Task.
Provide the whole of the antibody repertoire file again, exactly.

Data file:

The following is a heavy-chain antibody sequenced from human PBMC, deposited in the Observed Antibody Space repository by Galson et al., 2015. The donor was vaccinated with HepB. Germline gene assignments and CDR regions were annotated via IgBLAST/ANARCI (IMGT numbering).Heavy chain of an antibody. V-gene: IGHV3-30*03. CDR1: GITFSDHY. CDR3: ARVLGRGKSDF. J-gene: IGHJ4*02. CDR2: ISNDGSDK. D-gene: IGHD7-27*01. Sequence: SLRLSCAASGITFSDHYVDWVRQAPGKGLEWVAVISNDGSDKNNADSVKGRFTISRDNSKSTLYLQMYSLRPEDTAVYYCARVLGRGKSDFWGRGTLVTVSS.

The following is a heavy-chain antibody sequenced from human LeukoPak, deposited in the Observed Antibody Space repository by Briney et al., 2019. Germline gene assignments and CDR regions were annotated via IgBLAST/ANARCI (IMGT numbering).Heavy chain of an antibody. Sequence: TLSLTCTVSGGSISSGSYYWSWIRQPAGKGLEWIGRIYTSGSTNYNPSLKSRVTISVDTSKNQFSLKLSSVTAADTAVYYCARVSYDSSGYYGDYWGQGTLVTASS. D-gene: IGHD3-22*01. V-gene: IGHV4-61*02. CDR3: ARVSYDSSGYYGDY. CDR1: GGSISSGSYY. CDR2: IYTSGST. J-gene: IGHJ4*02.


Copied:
The following is a heavy-chain antibody sequenced from human PBMC, deposited in the Observed Antibody Space repository by Galson et al., 2015. The donor was vaccinated with HepB. Germline gene assignments and CDR regions were annotated via IgBLAST/ANARCI (IMGT numbering).Heavy chain of an antibody. V-gene: IGHV3-30*03. CDR1: GITFSDHY. CDR3: ARVLGRGKSDF. J-gene: IGHJ4*02. CDR2: ISNDGSDK. D-gene: IGHD7-27*01. Sequence: SLRLSCAASGITFSDHYVDWVRQAPGKGLEWVAVISNDGSDKNNADSVKGRFTISRDNSKSTLYLQMYSLRPEDTAVYYCARVLGRGKSDFWGRGTLVTVSS.

The following is a heavy-chain antibody sequenced from human LeukoPak, deposited in the Observed Antibody Space repository by Briney et al., 2019. Germline gene assignments and CDR regions were annotated via IgBLAST/ANARCI (IMGT numbering).Heavy chain of an antibody. Sequence: TLSLTCTVSGGSISSGSYYWSWIRQPAGKGLEWIGRIYTSGSTNYNPSLKSRVTISVDTSKNQFSLKLSSVTAADTAVYYCARVSYDSSGYYGDYWGQGTLVTASS. D-gene: IGHD3-22*01. V-gene: IGHV4-61*02. CDR3: ARVSYDSSGYYGDY. CDR1: GGSISSGSYY. CDR2: IYTSGST. J-gene: IGHJ4*02.